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VICTOR JOECKS: A lesson from 9/11: The enemy gets a vote

In September 2001, I was a freshman at Hillsdale College in Michigan.

I was at work on the morning of Sept. 11, when a co-worker told me something about a plane crash. We didn’t have access to a TV, so we turned on the radio. This was before ubiquitous smart phones.

The seriousness of what happened didn’t hit me until I got off work and saw the news coverage.

Planes slamming into buildings. The Twin Towers falling. All flights being grounded.

This isn’t supposed to happen here. This is the United States, not a third-world country.

After graduating college and working for a couple of years, I joined the Army National Guard. A big signing bonus helped, but the desire to serve my country was another factor. I was 18 years old when my country was attacked. I stayed safe and comfortable, while hundreds of thousands of others answered the call. Joining the enlisted ranks at 24 was a belated attempt to make that right.

I ended up with the best job in the Army — public affairs. I was able to tell the stories of soldiers. The work they did. The good they accomplished. The sacrifices they made.

One phrase I heard frequently stands out: The enemy gets a vote. Every plan must account for the reality that in war other people want to stop you from accomplishing your mission and preferably kill you and your unit.

That’s a long way of backing into a discussion on foreign policy. Regular readers probably realize that I don’t write about it that often. I don’t find it as interesting, and I’m not as well versed in it as I am domestic issues. (And touché to the subset of my readers who immediately thought, “You’re not well versed in those either.”)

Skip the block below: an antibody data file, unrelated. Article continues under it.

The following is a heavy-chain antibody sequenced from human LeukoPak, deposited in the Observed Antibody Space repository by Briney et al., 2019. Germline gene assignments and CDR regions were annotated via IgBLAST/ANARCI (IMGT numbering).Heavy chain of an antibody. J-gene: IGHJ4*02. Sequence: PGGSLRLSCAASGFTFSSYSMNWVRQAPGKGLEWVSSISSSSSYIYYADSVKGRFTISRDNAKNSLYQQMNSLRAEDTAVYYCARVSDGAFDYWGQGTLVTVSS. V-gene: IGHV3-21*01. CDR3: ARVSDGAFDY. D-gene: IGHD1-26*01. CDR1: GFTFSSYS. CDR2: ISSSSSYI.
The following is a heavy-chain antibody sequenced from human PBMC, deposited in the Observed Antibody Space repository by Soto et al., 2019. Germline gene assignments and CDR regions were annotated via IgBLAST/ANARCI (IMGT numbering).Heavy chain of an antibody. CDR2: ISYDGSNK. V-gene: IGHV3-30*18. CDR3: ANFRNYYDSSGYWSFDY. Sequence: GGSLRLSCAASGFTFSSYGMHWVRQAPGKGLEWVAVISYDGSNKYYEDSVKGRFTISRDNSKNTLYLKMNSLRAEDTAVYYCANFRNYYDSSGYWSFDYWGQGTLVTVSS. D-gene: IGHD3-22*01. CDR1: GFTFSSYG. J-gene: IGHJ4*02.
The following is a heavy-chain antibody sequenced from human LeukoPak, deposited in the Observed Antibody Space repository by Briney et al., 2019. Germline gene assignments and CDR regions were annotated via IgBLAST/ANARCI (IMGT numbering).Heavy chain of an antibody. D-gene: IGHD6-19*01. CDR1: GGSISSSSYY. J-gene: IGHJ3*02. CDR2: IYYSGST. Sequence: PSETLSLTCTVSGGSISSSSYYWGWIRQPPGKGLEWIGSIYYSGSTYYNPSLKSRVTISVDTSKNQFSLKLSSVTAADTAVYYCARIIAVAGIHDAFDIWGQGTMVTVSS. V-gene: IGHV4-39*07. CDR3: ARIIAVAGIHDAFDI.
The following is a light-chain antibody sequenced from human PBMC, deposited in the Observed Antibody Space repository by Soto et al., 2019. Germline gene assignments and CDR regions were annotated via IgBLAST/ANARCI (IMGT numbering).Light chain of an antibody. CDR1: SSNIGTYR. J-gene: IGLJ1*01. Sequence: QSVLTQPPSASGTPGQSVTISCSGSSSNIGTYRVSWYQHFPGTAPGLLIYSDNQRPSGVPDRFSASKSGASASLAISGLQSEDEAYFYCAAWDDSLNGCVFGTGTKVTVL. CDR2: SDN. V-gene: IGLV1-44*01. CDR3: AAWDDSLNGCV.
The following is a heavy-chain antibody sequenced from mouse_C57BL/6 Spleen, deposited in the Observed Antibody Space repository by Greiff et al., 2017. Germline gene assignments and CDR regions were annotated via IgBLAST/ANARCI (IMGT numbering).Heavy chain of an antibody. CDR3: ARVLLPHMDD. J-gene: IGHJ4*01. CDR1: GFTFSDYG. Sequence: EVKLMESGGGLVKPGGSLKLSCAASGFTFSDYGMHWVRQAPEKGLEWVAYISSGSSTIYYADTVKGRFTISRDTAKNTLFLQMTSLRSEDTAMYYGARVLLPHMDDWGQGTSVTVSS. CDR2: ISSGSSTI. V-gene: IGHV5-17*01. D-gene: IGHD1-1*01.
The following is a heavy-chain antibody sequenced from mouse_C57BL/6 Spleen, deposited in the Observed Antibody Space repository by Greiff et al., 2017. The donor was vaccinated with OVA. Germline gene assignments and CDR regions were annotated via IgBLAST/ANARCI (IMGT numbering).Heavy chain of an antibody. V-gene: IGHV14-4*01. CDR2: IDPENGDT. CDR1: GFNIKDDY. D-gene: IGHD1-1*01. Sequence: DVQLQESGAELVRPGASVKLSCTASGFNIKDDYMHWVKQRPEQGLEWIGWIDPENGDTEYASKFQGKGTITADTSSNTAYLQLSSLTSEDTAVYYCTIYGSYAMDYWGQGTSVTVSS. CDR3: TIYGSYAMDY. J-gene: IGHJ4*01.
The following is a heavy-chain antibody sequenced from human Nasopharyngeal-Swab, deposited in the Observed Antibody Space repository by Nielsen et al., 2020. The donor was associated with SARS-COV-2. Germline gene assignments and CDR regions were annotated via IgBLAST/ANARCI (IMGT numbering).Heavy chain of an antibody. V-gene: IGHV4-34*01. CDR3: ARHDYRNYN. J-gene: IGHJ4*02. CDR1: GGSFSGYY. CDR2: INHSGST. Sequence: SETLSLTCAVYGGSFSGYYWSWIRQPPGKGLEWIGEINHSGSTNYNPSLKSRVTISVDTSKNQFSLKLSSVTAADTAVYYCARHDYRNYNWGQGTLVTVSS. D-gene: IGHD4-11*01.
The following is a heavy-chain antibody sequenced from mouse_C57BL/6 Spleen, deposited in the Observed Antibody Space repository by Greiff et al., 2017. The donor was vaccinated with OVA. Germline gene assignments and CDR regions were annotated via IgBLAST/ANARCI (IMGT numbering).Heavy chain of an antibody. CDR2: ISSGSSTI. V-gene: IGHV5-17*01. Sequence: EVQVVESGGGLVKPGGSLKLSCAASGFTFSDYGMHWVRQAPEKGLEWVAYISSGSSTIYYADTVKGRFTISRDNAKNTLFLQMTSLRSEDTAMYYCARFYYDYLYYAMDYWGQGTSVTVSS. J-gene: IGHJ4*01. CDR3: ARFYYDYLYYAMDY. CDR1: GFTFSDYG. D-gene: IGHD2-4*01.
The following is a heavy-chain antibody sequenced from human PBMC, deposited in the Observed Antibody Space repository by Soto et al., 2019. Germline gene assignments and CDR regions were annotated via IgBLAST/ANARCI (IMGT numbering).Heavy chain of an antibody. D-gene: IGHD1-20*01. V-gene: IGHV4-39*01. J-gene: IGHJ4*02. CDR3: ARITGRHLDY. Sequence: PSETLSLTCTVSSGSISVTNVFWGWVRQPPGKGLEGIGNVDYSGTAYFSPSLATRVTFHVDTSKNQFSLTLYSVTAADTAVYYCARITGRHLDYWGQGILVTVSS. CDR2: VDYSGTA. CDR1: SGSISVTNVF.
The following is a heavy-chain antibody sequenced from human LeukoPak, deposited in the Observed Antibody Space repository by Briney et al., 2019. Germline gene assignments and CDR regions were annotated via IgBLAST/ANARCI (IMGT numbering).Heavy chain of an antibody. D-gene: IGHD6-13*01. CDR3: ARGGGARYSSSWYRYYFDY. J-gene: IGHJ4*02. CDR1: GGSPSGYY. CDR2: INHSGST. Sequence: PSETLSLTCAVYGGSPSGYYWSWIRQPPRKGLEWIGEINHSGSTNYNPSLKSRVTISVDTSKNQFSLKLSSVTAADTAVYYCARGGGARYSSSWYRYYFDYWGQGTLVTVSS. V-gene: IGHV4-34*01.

It’s also messy.

Iran wants a nuclear weapon and to be the dominant force in the Middle East. Not ideal when Iranian leaders refer to America as the Great Satan and call for our destruction. Or when Iranian-backed militias target U.S. troops in Iraq.

It’s in America’s interest to check and limit Iran. Note to President Joe Biden: You don’t do that by sending them pallets of cash.

You do that by building alliances with those in the region who are opposed to Iran. Israel, a thriving democracy that respects human rights, is a great ally. After that, it’s more murky. A 2019 investigation by the BBC found domestic workers in Kuwait being sold as de facto slaves on Instagram. Saudi Arabia is notorious for human rights abuses, especially toward women.

Either you allow a country bent on “death to America” to increase its power or you check its influence by working with countries despite their abhorrent internal practices.

Neither option is great, but checking Iran likely leads to fewer American deaths.

It’s understandable that Americans wanted to leave Afghanistan. Not a fun way to spend tens of billions of dollars.

But here’s the problem with Biden’s decision to leave behind a power vacuum the Taliban quickly filled. The last time the Taliban controlled Afghanistan, it gave safe harbor to al-Qaida. That led to the worse terror attack in U.S. history and almost 3,000 dead Americans.

The enemy gets a vote.

Victor Joecks’ column appears in the Opinion section each Sunday, Wednesday and Friday. Contact him at vjoecks@reviewjournal.com or 702-383-4698. Follow @victorjoecks on Twitter.

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